Pay yourself regularly in order to be financially prepared for replacing appliances when they dieIt is up to us, as well, to look ahead and plan for periodic expenses. Your fridge may be working now, but if it’s already 12 years old, you probably ought to begin saving for your next one soon (“This Old House” has a nice list of average life expectancies of household appliances: click here). If you think it might cost you $1,100 to replace it, divide the expected expense by the number of months you probably have before it needs to be replaced, and you’ll find out what your Appliance Replacement level pay to yourself should be:  $1,100 ÷ 24 months = $46 we should be putting into our savings each month for our next fridge.

We should be doing the same calculations for our furniture (think couches, beds, tables, etc.), appliances, vehicle(s), etc…

In this way, we are “leveling” our Fixed, Variable, AND Periodic expenses so that we’re able to pay for supposedly “unexpected” expenses in cash, by check, or using our debit card, thus avoiding the additional expense of paying interest to store creditors and credit card companies.

Please feel free to share how you’ve converted some of your own Variable and Periodic expenses into Fixed expenses.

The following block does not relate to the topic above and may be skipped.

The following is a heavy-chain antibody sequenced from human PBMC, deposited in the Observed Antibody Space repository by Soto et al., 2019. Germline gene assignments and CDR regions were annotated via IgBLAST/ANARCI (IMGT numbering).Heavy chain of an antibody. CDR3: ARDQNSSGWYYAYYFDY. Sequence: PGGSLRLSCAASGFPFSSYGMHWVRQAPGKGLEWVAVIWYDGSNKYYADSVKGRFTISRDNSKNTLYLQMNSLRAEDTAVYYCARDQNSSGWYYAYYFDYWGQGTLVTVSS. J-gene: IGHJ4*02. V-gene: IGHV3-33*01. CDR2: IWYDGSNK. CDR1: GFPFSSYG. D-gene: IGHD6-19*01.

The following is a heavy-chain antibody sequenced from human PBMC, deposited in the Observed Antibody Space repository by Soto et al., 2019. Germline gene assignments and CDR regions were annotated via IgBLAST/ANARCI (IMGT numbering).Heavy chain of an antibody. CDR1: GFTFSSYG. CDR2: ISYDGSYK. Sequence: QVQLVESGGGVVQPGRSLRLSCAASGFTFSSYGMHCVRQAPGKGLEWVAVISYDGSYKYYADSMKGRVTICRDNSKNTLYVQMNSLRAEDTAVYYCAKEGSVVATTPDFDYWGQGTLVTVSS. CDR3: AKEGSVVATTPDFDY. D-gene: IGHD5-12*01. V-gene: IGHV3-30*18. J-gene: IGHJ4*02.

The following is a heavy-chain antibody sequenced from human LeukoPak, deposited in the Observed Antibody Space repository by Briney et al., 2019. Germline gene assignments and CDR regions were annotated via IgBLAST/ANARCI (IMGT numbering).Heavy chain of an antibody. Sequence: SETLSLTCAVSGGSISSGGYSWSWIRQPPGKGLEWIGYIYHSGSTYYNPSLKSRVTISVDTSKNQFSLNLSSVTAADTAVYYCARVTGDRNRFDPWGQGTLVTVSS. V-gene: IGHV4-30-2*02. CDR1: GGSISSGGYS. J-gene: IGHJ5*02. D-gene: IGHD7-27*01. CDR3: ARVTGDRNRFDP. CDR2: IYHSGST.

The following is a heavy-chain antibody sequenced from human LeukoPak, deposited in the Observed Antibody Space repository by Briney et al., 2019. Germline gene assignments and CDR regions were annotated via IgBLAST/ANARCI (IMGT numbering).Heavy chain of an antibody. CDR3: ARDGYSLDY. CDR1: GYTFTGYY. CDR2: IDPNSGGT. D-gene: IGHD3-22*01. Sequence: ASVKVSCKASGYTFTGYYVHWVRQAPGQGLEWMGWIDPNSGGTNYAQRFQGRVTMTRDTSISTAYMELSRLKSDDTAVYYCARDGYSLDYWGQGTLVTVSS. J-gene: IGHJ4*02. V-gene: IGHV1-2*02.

Best wishes for continued improvement in your own personal finances!

Todd

Todd Christensen
Director of Education
www.NationalFinancialEducationCenter.org
Facebook: MoneyDay2Day
Twitter: Day2DayMoney

Published in: on June 2, 2011 at 3:41 pm  Leave a Comment  

Can Budgeting Be “Fun?”

April 20, 2011

Last night, I met with a couple in one of my classes and wanted to share their insight into what they were experiencing. They had come to my Budgeting (aka “Spending Plans”) class a couple of weeks earlier, and they shared last night that they were making solid progress.

They had not only gone home and talked about a household budget, Can Budgeting Be Fun?but they had put one together and had been having regular discussions about it. I was excited for them because I know how a household budget can affect the family finances.

When I asked them how they were feeling about the past couple of weeks, the wife shared that they were having “fun” working on their budget. Now, you have to understand that during many of my budgeting classes, I explain how the critical step missing in virtually all failed budgets (written financial goals) makes budgets “meaningful,” but that even I – a budgeting professional – don’t think of budgets as “fun.”

So, when she said they were having fun, I had to ask for clarification. I was doubtful, I must admit. But, as she began explaining how they were enjoying the process of working together on a budget and feeling more in control of their finances each day, I could actually tell that she really was enjoying the whole process.